Reporters Without Borders and eight human rights groups gave a news conference today about an Inter-American Commission on Human Rights hearing on the press freedom situation in Mexico that was held at their request in Washington on 18 July. They presented their findings at the hearing and submitted detailed requests to the Mexican government, which took part.
“We first of all hail the active participation of Mexican civil society and NGOs in this initiative with the IACHR, which had all the more impact for being a joint one,” Reporters Without Borders said. “The support of the other groups was essential for us, and together we must ensure that our requests are acted on. This is the challenge.”
The press freedom organisation continued: “The undertakings given by the Mexican government as a result of the 18 July hearing go some way to meeting our expectations. Their implementation depends, among other things, on the government keeping its promise to involve all of us organisations and the IACHR.”
Reporters Without Borders added: “The future of press freedom in Mexico depends on the journalists and the media themselves, and their ability to unite in the face of the physical violence targeted against them. Furthermore, we are aware that the fight for press freedom in Mexico is also closely linked to the fight against what endangers it - organised crime.”
The eight human rights groups which, together with Reporters Without Borders, presented a joint report to the IACHR were the World Association of Community Radio Broadcasters (AMARC), the National Centre for Social Communication (Cencos), Article 19, Freedom of Information in Mexico, the Manuel Buendía Foundation, the National Union of Press Reporters, the Mexican Network for Protecting Journalists and Communication Media and the Transparency Collective.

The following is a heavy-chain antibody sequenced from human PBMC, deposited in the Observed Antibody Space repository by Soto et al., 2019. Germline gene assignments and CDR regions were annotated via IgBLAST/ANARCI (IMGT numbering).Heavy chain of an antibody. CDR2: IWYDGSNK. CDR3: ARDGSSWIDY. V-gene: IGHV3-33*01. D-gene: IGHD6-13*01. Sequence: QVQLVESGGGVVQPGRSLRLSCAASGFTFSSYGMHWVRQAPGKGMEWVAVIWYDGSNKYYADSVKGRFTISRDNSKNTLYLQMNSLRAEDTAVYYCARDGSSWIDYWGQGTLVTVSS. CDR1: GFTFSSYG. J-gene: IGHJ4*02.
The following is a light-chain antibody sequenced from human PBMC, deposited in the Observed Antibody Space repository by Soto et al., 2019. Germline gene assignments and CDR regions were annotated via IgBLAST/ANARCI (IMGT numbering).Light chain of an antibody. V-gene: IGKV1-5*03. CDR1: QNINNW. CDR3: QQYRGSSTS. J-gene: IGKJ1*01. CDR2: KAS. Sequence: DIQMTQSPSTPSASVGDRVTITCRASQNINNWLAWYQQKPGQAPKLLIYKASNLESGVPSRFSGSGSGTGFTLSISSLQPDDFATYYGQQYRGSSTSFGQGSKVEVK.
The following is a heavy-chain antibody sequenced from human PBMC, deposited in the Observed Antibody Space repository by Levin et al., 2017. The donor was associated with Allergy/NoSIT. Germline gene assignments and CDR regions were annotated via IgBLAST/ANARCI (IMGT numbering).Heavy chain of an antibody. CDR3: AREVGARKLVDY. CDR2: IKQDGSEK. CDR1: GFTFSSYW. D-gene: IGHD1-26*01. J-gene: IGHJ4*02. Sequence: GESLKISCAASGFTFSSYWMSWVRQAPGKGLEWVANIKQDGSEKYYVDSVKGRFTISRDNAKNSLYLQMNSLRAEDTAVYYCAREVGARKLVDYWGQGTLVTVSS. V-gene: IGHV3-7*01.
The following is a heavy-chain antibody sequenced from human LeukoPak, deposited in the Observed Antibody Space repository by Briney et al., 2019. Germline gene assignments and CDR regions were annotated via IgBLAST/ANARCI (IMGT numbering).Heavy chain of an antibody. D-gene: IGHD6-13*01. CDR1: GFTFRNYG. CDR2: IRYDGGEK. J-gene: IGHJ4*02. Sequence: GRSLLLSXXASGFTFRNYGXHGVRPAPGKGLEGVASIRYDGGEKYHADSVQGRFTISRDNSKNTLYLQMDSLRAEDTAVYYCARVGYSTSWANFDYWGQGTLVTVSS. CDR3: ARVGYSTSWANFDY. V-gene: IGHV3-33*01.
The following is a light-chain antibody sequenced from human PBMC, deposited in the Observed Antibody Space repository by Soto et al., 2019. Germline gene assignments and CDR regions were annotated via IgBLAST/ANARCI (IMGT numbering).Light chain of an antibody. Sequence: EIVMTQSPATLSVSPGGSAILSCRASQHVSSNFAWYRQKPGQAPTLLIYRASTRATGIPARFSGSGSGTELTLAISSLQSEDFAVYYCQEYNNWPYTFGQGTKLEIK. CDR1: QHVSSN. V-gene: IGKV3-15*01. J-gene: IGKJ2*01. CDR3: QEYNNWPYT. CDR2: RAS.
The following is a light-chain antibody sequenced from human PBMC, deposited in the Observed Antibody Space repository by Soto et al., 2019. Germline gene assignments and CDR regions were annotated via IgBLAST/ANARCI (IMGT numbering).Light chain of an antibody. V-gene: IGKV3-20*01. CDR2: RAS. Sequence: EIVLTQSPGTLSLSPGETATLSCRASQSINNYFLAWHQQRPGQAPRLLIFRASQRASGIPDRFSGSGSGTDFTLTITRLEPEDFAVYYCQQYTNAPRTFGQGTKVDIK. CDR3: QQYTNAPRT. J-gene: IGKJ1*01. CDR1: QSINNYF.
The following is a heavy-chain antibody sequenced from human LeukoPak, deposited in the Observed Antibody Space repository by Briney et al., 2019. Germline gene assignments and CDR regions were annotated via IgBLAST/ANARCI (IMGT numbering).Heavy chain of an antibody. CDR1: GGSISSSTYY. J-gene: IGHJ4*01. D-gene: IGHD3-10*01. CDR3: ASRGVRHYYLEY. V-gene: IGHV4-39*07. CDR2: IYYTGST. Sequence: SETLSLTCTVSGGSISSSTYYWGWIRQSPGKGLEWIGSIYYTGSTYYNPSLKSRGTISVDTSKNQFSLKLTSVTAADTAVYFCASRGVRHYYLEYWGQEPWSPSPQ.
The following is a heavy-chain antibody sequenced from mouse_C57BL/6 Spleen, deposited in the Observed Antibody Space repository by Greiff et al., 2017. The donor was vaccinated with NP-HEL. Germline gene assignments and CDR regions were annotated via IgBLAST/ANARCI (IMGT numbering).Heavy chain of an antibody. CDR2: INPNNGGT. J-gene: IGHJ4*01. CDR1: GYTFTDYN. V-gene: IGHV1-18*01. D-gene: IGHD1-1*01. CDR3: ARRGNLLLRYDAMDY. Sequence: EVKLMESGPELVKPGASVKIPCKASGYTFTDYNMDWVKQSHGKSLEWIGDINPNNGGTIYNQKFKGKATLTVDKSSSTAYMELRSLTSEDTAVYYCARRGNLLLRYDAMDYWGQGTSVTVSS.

Among other things, they called for increased resources for the Special Federal Prosecutor’s Office for Crimes against Journalists (Fiscalía Especial para la Atención de Delitos Cometidos contra Periodistas - FEADP), which was created on 15 February 2006, and for a proper follow-up in the investigations into 11 recent cases of murders or disappearances of journalists. They also insisted on the need for Mexico’s legislation to be adapted to international standards on electronic and community media.
At the end of the hearing, the Mexican government undertook to:
take all necessary measures to shed light on murders, disappearances and physical violence against journalists, and to study the possibility of reinforcing the prerogatives of the FEADP and the handling of this kind of case at the federal level;
report to the IACHR in the next few months on the progress made in these investigations;
guarantee broad participation by specialised organisations in following up on the investigations;
accept the IACHR’s support in the drafting of a new law on the electronic media;
work to promote recognition of community media in this law, in accordance with international standards.
The IACHR requested a full report on the most serious cases from the Mexican government, which agreed in principle to an official visit by the commission’s Special Rapporteur for Freedom of Expression.
Mexico has become the western hemisphere’s deadliest country for the press, with a total of 32 journalists murdered and seven disappeared since 2000. With nine journalists murdered in 2006, it ranked second only to Iraq worldwide.
Two journalists have been killed since the start of this year - Televisa’s correspondent in Acapulco, Amado Ramírez, who was gunned down on 6 April, and reporter Saúl Martínez Ortega of the Diario de Agua Prieta newspaper, who was found dead six days later in the state of Sonora. Three others have disappeared - Rodolfo Ricón Taracena, the editor of the regional daily Tabasco Hoy, missing since 20 January, and Gamaliel López and Gerardo Paredes of TV Azteca Noroeste, who went missing on 10 May in Monterrey.
Aside from the impunity surrounding these murders and the many cases of threats and attacks on journalists and news media, press freedom is also restricted, especially at the local level, by a high degree of self-censorship, the threat of the withdrawal of state advertising and obstacles to the functioning of community media.